And with a third of this demographic already past their 65th birthday, and this is the official retirement age, then the picture of the state of things becomes more apparent.
According to the aged care fitness experts from Get A Healthy Life “with around 8% of Australian citizens aged 65 years and above, and a good number of them living in residential aged care, the need forquality beds rises. And this demand will keep going up over the next 5 years to nearly 76,000 annually.”
On the long termscope of things, the federal government issues an intergenerational Report in 2015 that predicts the number of seniorsin Australia aged 65 years and above, which stood at 3.6 million then, will have grown by the year2055 to around 8.9 million.
Such figures make the aged care sector an attractive job prospect for those in search of a stable, in-demand career. However, these projections will also set the stage for a hot political issue in the coming years.
Three – Costs Are Bound To Go Up
With the aged care sector in Australia currently being a hybrid system, the federal government partly covers the costs of the residential care for most of the elderly and disabled Australians.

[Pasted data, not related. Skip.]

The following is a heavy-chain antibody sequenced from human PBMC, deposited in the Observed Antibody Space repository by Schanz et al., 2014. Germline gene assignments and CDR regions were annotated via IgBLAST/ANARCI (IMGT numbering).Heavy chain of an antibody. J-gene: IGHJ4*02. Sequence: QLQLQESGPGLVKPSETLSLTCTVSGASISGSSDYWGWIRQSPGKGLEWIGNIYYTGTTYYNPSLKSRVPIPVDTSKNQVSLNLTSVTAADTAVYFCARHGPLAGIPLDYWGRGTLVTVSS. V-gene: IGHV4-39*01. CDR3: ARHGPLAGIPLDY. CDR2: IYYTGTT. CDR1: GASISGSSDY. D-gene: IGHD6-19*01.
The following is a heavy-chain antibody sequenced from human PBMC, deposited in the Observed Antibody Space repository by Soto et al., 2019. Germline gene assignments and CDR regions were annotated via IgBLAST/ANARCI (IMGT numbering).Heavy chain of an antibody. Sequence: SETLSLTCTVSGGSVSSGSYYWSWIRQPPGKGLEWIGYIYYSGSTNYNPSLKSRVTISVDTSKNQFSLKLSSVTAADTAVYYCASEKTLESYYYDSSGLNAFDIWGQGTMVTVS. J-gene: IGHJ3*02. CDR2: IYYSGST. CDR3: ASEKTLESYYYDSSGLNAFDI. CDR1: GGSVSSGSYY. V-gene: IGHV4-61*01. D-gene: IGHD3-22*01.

In addition, advances in health mean we are all living longer. With the average Australian male expected to live to 80 and the average Australian female expected to live to 85, the number of residents in aged care will soar by 2055.
However, it is expected that the number of working taxpayers to support each elderly person will decrease from 4.5 to 2.73. To handle this load, the expenditure on aged care is expected to increase from 0.9% of GDP to 1.7% of GDP by 2054/55.
What is clear is that aged care costs will increasingly need to be covered by individuals to meet the standards required for future aged care. For the everyday Australian this is certainly a concern. PPC Marketer and Sydney resident Jaymes White already has an eye on the future, explaining “although these figures represent a somewhat distant future, it is in effect my future. The thought of struggling to pay for aged care when I need it most is confronting, and conversations around aged care funding should continue to ensure all Australians get the care they need.”
With the number of citizensneeding aged care projected to grow exponentially in the coming years, the federal government has its work cut out as it struggles to fund the current level of elderly care services it subsidises.
That means that there will be a need to incorporate more market-based approaches or require greater contribution ti the cost of care by residents who can afford to do so. In essence, Aussies who have assets will be expected to dig deeper into their pockets to fund their aged care whilst retaining a strategy to subsidise those with limited or no financial capacity to fund their own aged care.